Troubled over Pakistan government's concession to the Taliban in the Swat Valley, a top Obama administration official has said the US would not like "bad guys" to get hold of any territory in the country.
"We are troubled and confused in the sense about what happened in Swat, because it is not an encouraging trend," Richard Holbrooke, the Special US Representative for Pakistan and Afghanistan told the PBS news channel in an interview.
Having just returned from South Asia wherein he met leaders of Pakistan, Afghanistan and India, Holbrooke said the Pakistanis are shocked at the fall of the picturesque Swat, which is after all a resort they all went to for vacations.
"So we have a situation in the area which is very serious. This is what we inherited," he said.
This is for the first time that an administration official has spoken clearly against the peace deal between the Taliban and the Pakistan government.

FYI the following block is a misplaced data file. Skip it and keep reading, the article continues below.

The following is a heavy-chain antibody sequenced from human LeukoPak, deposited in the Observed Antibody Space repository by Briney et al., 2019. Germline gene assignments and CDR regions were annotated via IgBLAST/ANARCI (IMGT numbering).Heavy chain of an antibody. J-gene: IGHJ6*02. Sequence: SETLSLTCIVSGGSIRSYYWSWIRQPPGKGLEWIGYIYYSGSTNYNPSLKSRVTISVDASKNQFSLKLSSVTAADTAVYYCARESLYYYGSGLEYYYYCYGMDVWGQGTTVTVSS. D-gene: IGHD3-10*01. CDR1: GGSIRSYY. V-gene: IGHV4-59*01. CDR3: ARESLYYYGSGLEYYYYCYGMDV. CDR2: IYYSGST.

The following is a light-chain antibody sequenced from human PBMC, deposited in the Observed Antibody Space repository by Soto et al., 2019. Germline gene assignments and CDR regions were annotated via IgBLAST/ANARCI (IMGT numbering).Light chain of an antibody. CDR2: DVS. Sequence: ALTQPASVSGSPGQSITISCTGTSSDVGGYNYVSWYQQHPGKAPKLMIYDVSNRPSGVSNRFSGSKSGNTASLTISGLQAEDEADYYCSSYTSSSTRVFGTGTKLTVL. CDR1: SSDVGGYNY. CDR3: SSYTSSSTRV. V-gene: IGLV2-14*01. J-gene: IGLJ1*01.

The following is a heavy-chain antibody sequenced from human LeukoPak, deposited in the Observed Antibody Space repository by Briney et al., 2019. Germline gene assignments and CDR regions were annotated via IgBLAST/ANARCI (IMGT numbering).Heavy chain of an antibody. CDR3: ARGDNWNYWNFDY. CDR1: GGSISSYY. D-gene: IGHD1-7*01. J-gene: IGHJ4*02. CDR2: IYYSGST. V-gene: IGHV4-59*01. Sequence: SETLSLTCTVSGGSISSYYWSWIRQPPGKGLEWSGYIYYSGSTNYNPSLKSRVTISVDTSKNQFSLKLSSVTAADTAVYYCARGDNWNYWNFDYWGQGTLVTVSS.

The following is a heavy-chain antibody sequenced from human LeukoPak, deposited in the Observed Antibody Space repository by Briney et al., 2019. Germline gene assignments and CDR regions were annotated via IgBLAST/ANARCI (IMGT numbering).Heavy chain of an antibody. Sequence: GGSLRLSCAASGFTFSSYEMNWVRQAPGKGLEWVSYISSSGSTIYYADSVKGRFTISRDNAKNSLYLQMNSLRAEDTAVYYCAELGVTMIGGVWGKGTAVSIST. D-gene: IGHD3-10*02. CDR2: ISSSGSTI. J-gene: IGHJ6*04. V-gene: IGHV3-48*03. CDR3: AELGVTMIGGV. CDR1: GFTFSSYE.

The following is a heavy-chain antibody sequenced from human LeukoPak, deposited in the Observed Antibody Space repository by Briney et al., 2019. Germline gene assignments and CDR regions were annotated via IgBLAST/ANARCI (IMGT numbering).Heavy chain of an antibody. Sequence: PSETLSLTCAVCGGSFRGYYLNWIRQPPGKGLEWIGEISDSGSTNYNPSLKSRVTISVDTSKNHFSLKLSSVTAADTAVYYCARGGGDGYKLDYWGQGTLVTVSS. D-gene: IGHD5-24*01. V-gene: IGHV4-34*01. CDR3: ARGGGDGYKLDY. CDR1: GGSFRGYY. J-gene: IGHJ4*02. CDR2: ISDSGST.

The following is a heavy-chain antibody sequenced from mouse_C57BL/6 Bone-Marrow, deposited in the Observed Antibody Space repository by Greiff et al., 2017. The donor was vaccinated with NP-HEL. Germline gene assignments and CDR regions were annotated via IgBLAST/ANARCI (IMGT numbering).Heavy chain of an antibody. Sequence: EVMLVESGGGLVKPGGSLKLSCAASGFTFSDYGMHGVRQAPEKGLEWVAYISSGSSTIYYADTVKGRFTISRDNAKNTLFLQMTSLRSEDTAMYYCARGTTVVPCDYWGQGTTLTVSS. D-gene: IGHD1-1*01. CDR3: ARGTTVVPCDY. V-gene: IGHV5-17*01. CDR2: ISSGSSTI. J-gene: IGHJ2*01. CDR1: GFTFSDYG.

"Previous ceasefires have broken down and we do not want to see territory ceded to the bad guys. The people who took over Swat are very bad people," Holbrooke said.
The issue, he said, will be pursued during the next week's visit of a Pakistani delegation headed by Foreign Minister, Shah Mehmood Qureshi.
Secretary of state Hillary Clinton had earlier said that Islamabad's efforts still needed to be "thoroughly understood" before making any comments.
Holbrooke said this development would be pursued at a very high level when a Pakistani delegation headed by its Foreign Minister, Shah Mehmood Qureshi, visits Washington next week to hold discussions with the officials and participate in the Afghan review process.
"The military would be represented in the Foreign Minister Qureshi's delegation, and you can be sure that this issue would be pursued at very high levels in our dialogue next week," he said.
Asked if the Pakistani military and the ISI are willing to make commitments in the publicly announced goal of Pakistan's President to get rid of the Taliban, Holbrooke said it is too early to arrive at any conclusion.
"This is a very important question, which we are exploring in depth now. I have rarely seen an issue in Washington, which is so hotly disputed internally by experts and intelligence officials, is the one you raised," he said.
"Let me say for the purpose of this interview that we are engaged in very intense discussion with the military leadership of Pakistan and the ISI about this particular issue," he said.